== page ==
Published: Oct. 19, 2023

As students at CU Boulder, you may find yourselves interacting with law enforcement officers in various situations, ranging from traffic stops to demonstrations. It’s crucial to be aware of your rights when encountering the police to ensure your safety and fair treatment. 

Student Legal Services (SLS) can help you better understand those rights and prepare you to interact with police officers in your best interest. No matter the situation, remaining calm, respectful and informed is key to such an encounter.  

Here are four situations where you may interact with officers along with some tips from SLS attorneys to help you navigate them.  

Traffic stops 

If you are pulled over by police while driving, stay calm and pull over as quickly as possible to a safe location. Show the officer your license, registration and insurance when asked for it. You should keep current registration and proof of insurance in an easily accessible location so you can hand it over readily. It’s also important to keep your hands where they can be seen—on the steering wheel is a good spot for that. 

Know that you do have the right to remain silent, and you do not have to consent to anything the officer asks of you, including a request to search your vehicle. However, if the officer commands you to do something, such as exit your car, do it; you can always challenge the officer’s actions later. 

You should also remember that if you are not under arrest, you can ask if you are free to leave. You can also ask to speak with an attorney before answering any questions except for your identity. You will need to explicitly say “I want an attorney,” and you may need to keep repeating that phrase. 


Participating in peaceful demonstrations is a fundamental right protected by the First Amendment, even on the CU Boulder campus. The university acknowledges that student activism also plays an important role in personal, academic and leadership development.  

If you do participate in a demonstration, here’s what you should know: 

  • You have the right to record videos and take photographs of the police in public places. 
  • If the police ask for physical identification, you should provide it. If you do not have it with you, give your identifying information. If the request was improper, you can always challenge it later.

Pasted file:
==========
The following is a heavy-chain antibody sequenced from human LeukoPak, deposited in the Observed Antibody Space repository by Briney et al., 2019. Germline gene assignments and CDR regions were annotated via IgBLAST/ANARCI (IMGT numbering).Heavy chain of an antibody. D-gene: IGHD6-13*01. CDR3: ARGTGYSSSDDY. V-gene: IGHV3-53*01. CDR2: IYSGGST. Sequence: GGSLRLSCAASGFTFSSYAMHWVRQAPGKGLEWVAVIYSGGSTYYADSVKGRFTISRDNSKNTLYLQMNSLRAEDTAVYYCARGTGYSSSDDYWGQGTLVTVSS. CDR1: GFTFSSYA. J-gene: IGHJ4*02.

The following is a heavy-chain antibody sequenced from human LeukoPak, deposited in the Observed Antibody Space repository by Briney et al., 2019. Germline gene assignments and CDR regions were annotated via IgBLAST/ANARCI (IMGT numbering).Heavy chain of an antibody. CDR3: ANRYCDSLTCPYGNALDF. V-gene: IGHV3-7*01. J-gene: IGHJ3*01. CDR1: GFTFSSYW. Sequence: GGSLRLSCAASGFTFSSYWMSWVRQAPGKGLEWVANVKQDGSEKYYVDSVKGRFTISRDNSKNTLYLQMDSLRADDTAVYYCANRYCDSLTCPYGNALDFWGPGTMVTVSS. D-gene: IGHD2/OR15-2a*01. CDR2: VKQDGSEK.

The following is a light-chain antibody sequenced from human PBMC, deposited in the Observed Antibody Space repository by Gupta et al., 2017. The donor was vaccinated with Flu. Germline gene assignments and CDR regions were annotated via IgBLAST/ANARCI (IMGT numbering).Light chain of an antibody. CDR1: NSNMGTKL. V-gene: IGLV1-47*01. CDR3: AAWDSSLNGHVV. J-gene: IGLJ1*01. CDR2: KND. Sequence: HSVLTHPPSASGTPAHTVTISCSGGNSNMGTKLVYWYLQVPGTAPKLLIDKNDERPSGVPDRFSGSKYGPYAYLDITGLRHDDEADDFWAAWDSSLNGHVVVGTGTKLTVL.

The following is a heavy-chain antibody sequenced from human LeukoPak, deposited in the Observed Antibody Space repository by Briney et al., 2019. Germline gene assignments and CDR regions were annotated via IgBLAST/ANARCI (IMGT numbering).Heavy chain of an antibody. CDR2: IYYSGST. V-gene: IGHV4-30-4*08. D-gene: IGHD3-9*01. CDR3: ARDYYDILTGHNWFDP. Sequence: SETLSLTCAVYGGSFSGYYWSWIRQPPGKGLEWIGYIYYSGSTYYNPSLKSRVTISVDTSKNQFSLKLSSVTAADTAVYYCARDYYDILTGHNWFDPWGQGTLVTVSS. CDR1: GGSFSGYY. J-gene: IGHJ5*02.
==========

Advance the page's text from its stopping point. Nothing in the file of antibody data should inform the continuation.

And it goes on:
• If you are detained or arrested during a protest, remain calm and do not resist arrest. 
  • Exercise your right to remain silent and request an attorney.

Other interactions with police 

The U.S. and Colorado Constitutions protect you from unreasonable searches and seizures, as do CU Boulder campus policies.  

If the police stop you, that is a seizure. Police must have reasonable suspicion that you have committed, are committing or are about to commit a crime in order to detain you. Police can still talk to you without reasonable suspicion but, under those circumstances, you would be free to leave. If you are unsure if you are being detained, you may ask if you are free to go. You also have the right to remain silent except with respect to your identifying information. 

As for searches, do not consent to searches of your person, belongings, car or home without a warrant. Also, if officers do have a warrant, you have the right to see it. If you are unsure, it is always safe to say, “I do not consent to a search.”  

If you have been stopped outside of your home and a police officer has a reason to believe you might have a weapon and pose a danger, the officer may perform a brief "pat down" search of your clothing for officer safety purposes. This is not considered a "search" under the law. 

If officers seize you or perform a search wrongfully, do not get in their way. You can always challenge the seizure or search later. 

Know that the CU Boulder Police Department and Boulder Police Department are dedicated to keeping our campus community safe. Be polite, and recognize when officers are there to help. For more tips on interacting with police in Colorado, visit the Student Legal Services website